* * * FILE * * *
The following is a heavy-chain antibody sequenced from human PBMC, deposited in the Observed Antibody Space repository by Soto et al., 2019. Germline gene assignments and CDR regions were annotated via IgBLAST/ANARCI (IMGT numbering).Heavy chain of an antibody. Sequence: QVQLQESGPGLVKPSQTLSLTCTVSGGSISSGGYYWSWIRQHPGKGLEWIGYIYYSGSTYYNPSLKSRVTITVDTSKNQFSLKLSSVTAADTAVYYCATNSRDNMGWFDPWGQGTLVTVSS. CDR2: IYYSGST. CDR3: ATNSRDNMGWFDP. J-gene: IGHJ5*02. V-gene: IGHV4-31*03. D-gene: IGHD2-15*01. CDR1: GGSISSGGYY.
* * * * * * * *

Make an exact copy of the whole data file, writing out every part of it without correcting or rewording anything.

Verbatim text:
The following is a heavy-chain antibody sequenced from human PBMC, deposited in the Observed Antibody Space repository by Soto et al., 2019. Germline gene assignments and CDR regions were annotated via IgBLAST/ANARCI (IMGT numbering).Heavy chain of an antibody. Sequence: QVQLQESGPGLVKPSQTLSLTCTVSGGSISSGGYYWSWIRQHPGKGLEWIGYIYYSGSTYYNPSLKSRVTITVDTSKNQFSLKLSSVTAADTAVYYCATNSRDNMGWFDPWGQGTLVTVSS. CDR2: IYYSGST. CDR3: ATNSRDNMGWFDP. J-gene: IGHJ5*02. V-gene: IGHV4-31*03. D-gene: IGHD2-15*01. CDR1: GGSISSGGYY.